For the case of a Barrie line changing into Stouffville, the CSA (customer service ambassador) sometimes may announce "this train will be temporarily out of service while it changes in to the Stouffville line." Passengers have to disembark and re-board the train once it appears on the departure screen.

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16 hours ago, GTAmissions1 said:

It is true that on weekends/holidays that the Barrie and Stouffville lines do interline at Union Station along with Lakeshore West and East lines changing at Union Station.  

For the case of a Barrie line changing into Stouffville, the CSA (customer service ambassador) sometimes may announce "this train will be temporarily out of service while it changes in to the Stouffville line." Passengers have to disembark and re-board the train once it appears on the departure screen.

Why can't passengers stay on the train? Does it goes out of Union Station then goes back in to another platform or just sits there to change its destination signs?

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On 10/10/2022 at 11:33 PM, brianc1981 said:

I’m guessing some of this has been delayed as there are still cancellations happening 7 days a week. I talked to a csa who was in a class in August and out of 15 people in the class he was the only one left. Can’t get people working, can’t expand service. Guess we will see in the spring maybe. 

Good grief. What's causing this? It's certainly a good job market. But why are people not even finishing training?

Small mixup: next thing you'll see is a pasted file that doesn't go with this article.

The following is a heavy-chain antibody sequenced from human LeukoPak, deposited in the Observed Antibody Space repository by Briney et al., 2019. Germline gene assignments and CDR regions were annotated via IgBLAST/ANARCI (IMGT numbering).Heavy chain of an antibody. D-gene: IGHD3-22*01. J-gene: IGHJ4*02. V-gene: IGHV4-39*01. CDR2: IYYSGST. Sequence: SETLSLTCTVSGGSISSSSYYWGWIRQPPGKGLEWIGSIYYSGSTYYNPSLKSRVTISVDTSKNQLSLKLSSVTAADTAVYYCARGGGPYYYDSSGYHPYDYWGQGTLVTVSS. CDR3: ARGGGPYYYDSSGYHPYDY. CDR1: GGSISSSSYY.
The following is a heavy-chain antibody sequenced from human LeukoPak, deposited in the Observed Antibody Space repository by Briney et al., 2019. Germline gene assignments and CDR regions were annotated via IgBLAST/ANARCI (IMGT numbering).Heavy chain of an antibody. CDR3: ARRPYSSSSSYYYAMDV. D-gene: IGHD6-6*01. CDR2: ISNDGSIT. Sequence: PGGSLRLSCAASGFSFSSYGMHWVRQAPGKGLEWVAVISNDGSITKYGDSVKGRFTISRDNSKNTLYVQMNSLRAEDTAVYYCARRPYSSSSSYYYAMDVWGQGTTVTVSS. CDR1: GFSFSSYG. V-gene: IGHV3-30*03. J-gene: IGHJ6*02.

What's the pay like for a CSA?

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15 hours ago, nfitz said:

Good grief. What's causing this? It's certainly a good job market. But why are people not even finishing training?

What's the pay like for a CSA?

This thread gives a decent look into CSA, apparently pay and hours aren’t ideal and there’s the seniority issues with work as well (however that’s all agencies). It seems that it’s also contracted out, although it might be to Alstom/bombardier. 
 

 

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On 10/14/2022 at 8:51 AM, Cityflyer said:

Why can't passengers stay on the train? Does it goes out of Union Station then goes back in to another platform or just sits there to change its destination signs?

Destination signs would be useful on the trains, but instead of at the front, they should be at the doors, ideally at eye-level for people on the platform.  This is more useful at Union Station where there are trains on different tracks with adjoining platforms and the screens may not be easily visible.  For the first-time or casual users it's a reassurance that they are boarding the right train.  A sign similar to what's seen on most of the accessible cars which display the next/current station.  In an ideal world I'd like for them to use the line colour either as the background or text colour, or simply as a coloured square or circle to quickly identify the trains in case you don't see the destination.  The two-letter designations for each line aren't distinct enough to differentiate from all the other text on the sign (since they don't have route numbers). 

I'd be happy with one on each side of the car if not at each door, as they should be legible when the train slows down to a stop at each station from the previous car or door.  A small part of me was hoping when they put those lights above each track at Union Station that there would be some sort of digital signage indicating where the train was going.  The display screens are fine, but again there aren't enough of them and some of the platforms are narrow enough that the screens block one another when they're staggered.  I don't know that switching to the screen layout at bus platforms which display the major stops vertically would instead of how they're currently listed across the screen given the number of stations on some of the lines.  Colour again on those screens would also help, as when you're rushing to catch your train they all look the same simply with varying lengths of text.